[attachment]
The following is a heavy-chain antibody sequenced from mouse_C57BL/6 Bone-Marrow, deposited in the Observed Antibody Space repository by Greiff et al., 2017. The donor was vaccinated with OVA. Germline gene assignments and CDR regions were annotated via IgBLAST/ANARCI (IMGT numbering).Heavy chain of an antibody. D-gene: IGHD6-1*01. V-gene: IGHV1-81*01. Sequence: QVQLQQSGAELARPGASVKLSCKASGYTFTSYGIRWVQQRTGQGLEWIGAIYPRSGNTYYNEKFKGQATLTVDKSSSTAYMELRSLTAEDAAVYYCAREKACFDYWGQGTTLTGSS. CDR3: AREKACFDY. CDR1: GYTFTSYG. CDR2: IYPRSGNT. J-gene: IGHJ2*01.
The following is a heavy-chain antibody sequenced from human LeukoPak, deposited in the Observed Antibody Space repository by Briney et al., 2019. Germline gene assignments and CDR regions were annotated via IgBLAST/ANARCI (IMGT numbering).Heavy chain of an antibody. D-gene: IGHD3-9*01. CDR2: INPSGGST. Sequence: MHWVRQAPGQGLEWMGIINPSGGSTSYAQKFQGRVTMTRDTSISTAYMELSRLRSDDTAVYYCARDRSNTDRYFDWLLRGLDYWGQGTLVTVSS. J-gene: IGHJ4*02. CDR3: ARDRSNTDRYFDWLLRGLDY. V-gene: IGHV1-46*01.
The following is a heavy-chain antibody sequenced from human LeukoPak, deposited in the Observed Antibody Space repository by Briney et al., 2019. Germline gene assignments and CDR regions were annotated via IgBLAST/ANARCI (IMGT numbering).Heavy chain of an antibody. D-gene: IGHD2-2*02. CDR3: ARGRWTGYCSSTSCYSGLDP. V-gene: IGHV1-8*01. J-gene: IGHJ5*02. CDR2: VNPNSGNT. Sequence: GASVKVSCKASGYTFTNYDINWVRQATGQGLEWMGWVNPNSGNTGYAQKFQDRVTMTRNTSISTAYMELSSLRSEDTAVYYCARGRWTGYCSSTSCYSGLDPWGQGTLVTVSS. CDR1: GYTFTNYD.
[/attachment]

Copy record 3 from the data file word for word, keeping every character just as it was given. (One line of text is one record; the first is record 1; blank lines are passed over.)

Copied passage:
The following is a heavy-chain antibody sequenced from human LeukoPak, deposited in the Observed Antibody Space repository by Briney et al., 2019. Germline gene assignments and CDR regions were annotated via IgBLAST/ANARCI (IMGT numbering).Heavy chain of an antibody. D-gene: IGHD2-2*02. CDR3: ARGRWTGYCSSTSCYSGLDP. V-gene: IGHV1-8*01. J-gene: IGHJ5*02. CDR2: VNPNSGNT. Sequence: GASVKVSCKASGYTFTNYDINWVRQATGQGLEWMGWVNPNSGNTGYAQKFQDRVTMTRNTSISTAYMELSSLRSEDTAVYYCARGRWTGYCSSTSCYSGLDPWGQGTLVTVSS. CDR1: GYTFTNYD.